This year they appear to believe me. My daughter sent me a link to a skincare set priced at £11.20. My son has suggested a grubby second-hand eBay hoodie that cost £6.50.
I’m not entirely confident about the success of the experiment. I dream of a modern version of The Railway Children. We will be freed from the usual guilt and gloom that descends on Christmas evening after too many presents, none of which ever manage to be quite what anyone wanted. Instead we’ll take a bracing walk after lunch, and if charades seems too much, then there is always The Crown on Netflix.
But if it all goes wrong, and if our empty stockings leave us feeling deprived and cheated, we can revert to excess next year having proved once and for all it’s more agreeable than austerity.
My favourite party of the season — almost my only party — was with my fellow middle-aged teaching novices, who have spent the past four months in assorted London secondary schools. Everyone looked a bit different. Thinner. Tougher. But also, I fancied, a bit younger. Given how tired we all were, this might seem surprising. Possibly, being surrounded by the young (the teachers) and the even younger (the pupils) rubs off on one. More likely, this is proof of what all the studies say: that learning new things later in life is not only the best way of fending off Alzheimer’s, but it also keeps us young.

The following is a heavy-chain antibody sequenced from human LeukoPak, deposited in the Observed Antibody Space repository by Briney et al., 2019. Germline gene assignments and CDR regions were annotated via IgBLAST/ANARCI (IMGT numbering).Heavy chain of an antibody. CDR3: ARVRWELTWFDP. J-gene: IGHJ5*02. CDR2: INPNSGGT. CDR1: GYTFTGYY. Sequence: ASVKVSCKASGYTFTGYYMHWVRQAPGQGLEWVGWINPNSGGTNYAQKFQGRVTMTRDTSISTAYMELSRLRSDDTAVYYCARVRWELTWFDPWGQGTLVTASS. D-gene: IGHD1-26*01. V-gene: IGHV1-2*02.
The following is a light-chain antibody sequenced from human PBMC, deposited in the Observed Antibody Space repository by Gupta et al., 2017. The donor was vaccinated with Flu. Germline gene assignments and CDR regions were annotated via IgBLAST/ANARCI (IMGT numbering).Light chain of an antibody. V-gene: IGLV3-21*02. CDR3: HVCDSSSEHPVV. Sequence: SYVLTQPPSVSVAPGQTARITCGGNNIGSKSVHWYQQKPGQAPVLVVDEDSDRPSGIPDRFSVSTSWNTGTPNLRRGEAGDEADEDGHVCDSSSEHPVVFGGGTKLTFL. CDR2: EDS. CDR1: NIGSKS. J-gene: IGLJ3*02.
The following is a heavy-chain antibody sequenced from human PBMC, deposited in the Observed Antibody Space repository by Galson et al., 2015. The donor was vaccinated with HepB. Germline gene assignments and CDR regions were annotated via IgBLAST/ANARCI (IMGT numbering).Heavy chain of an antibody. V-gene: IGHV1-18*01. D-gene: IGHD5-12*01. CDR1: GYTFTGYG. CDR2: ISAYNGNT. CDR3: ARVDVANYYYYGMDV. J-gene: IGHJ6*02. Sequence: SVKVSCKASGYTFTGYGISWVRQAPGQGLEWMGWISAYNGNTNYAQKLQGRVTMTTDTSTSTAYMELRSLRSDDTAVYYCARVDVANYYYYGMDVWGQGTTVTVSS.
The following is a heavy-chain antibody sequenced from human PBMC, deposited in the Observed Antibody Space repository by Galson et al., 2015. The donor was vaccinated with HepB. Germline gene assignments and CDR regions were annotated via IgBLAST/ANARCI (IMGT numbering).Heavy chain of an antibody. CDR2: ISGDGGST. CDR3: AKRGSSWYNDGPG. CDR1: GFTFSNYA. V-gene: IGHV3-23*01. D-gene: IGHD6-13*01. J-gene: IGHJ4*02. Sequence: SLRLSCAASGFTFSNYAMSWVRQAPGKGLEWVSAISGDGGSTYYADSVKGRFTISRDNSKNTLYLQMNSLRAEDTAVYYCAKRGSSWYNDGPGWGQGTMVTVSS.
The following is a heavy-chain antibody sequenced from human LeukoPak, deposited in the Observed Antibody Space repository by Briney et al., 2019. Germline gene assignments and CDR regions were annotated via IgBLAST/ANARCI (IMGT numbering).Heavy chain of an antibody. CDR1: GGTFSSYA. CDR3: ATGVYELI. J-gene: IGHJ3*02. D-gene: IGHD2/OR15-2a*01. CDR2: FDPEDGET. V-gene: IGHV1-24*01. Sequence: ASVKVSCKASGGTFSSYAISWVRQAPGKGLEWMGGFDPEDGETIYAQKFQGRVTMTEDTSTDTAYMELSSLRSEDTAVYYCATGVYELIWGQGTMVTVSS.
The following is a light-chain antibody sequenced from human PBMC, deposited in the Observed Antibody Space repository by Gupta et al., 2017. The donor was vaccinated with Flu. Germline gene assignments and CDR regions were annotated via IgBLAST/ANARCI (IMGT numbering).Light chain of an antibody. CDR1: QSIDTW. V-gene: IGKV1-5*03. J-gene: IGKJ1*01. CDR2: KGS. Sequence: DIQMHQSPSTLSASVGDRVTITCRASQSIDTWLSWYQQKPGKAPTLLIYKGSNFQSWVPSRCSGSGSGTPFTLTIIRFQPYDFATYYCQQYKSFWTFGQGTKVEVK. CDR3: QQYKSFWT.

“It’s been an incredible journey,” one of them said, as he drank his warm prosecco from a plastic cup. Then he gave me a defiant look: he knows how I feel about the “J” word. Starting again as a trainee teacher is lots of things. It is tiring. Exciting. Humiliating. Exhilarating. Rejuvenating. Relentless. It is fabulous to have made it through to the Christmas holiday. But it isn’t a journey.
Alas, no one in my new world appears to agree with me. There seem to be even more spurious journeys in schools than in business — education itself is now supposed to be one. I listened to a maths professor give an otherwise impressive lecture last week which she spoiled by saying it was the job of every maths teacher to take children “on a mathematical journey”.